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The 2003 NBA Draft had plenty of buzz as it was stacked with great talents. And while the Lakers had the 24th pick of the draft, they had the opportunity to get one of Josh Howard, Leandro Barbosa or Carlos Delfino - all of whom were taken immediately after Brian Cook. Needless to say, it didn't take too long for fans to realize that it was a bad pick as Cook failed to prove himself despite being given plenty of chances to do so. After five forgettable seasons, Cook was traded to the Orlando Magic - where he failed to change his reputation as a bust.

15 Bad Trade: Nick Van Exel For Tony Battie And Tyronn Lue

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When the Showtime Lakers era came to an end, the franchise decided to build the team around Nick Van Exel and Eddie Jones until the duo of Shaquille O'Neal and Kobe Bryant came around. Van Exel impressed early on, making an All-Star appearance while playing for the Lakers. But it was his questionable attitude that got him shipped out of town, as he had fallen out with nearly every important member of the team from players to coaching staff. It seems like the Lakers were desperate to trade him away from the team considering the terrible package they accepted from Denver Nuggets in Tony Battie and Tyronn Lue.

14 Bad Signing: Dennis Rodman

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Fresh off a three year stint with the Chicago Bulls, Dennis Rodman joined the Los Angeles Lakers on their quest to win a championship in 1999. But it didn't quite pan out the way everyone was hoping as Rodman would only suit up for 23 games prior to his release. He had been criticized by management for his unprofessional behavior during his brief time with the team, although Rodman has fired back by claiming that he couldn't stand being around Shaquille O'Neal and Kobe Bryant who always clashed behind the scenes. Needless to say, the signing hurt the Lakers' chemistry in a year which expectations were high.

13 Bad Draft Pick: David Rivers

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David Rivers was drafted by the Los Angeles Lakers with the 25th pick in 1988 - although he wouldn't even play a full season for the team. He would go on to join the Clippers for the next season, playing only 3 years overall in the NBA. Despite being labelled a bust in the league, Rivers was able to turn his career around once he went to Europe as he became among the best players abroad. He picked up many trophies along the way, including MVP and top scorer awards. Unfortunately for him, he didn't show nearly as much greatness while playing for the Lakers.

12 Bad Trade: The Infamous Dwight Howard Trade

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There was a time when Dwight Howard was considered among the best players in the league as he led the Orlando Magic to the 2009 Finals. After making it clear that he wanted a move away from the team, the Los Angeles Lakers made a run for him in a four team deal that brought Howard over to join Kobe Bryant, Steve Nash and Pau Gasol. It ended up being the most disappointing season in franchise history - made only worse by Howard's decision to leave in the offseason. To this day, fans are still frustrated with the trade as well as Howard for not re-signing with LA.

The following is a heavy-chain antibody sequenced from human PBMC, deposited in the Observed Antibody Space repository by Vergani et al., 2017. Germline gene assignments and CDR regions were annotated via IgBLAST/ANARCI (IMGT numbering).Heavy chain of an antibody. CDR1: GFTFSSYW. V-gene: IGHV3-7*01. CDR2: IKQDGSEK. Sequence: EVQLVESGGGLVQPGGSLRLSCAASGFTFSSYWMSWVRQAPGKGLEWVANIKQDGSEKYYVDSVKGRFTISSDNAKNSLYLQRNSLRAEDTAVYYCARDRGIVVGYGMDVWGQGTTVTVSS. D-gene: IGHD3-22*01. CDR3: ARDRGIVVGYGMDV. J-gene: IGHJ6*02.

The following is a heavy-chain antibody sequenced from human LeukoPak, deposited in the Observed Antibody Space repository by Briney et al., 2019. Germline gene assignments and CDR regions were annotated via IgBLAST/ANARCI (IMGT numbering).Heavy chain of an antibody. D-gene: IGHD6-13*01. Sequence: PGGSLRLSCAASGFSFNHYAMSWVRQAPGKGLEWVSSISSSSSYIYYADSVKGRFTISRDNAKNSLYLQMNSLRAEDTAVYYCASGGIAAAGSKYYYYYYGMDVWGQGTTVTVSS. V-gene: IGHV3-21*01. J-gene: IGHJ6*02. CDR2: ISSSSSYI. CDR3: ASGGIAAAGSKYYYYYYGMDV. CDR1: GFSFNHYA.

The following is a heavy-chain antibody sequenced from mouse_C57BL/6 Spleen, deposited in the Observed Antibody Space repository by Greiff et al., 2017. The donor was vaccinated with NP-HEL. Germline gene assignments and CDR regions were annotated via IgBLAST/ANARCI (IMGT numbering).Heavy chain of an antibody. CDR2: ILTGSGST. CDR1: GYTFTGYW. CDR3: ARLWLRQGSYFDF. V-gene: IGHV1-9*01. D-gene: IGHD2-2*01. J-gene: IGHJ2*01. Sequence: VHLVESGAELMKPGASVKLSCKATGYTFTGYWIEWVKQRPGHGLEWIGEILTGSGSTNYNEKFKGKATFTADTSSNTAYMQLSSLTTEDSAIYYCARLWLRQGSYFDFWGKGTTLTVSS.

11 Bad Signing: Vlade Divac 

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When Shaquille O'Neal left the Lakers, he left a huge void as one would expect. In hopes of replacing some of his production, the team brought back Vlade Divac who had previously been a member in the 90s. Signed for $10 million over two years, Divac would battle nagging injuries during his stint with the Lakers as he only ended up playing in 15 games. He would end up retiring at the end of the season as he couldn't get fully healthy to get back on the court. Looking back, the Lakers would probably not have spent $10 million for his services.

10 Bad Draft Pick: Mark Madsen

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Mark Madsen was fortunate enough to be drafted into a great situation as he joined the Los Angeles Lakers - where he would win two championships. Madsen wasn't exactly a decisive factor as he failed to really live up to the expectations some fans had for him. While he only averaged 11 minutes in his three seasons, Madsen was still a part of the Lakers dynasty even if he may be forgotten by now. He would join the Minnesota Timberwolves in 2003 where he remained until the end of his career - as his minutes got fewer with every passing year.

9 Bad Trade: Adrian Dantley For Spencer Haywood

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If you ask older fans, it is highly likely that they will list this trade as the absolute worst in the history of the Lakers. Although Spencer Haywood was a great player in his prime, he didn't have much gas left in the tank by the time he arrived in Los Angeles in 1979. He would only play one season for the team before leaving following some controversy with the coach. As for Adrian Dantley, his move to Utah Jazz would prove to be a career changer as he became a six time NBA All-Star.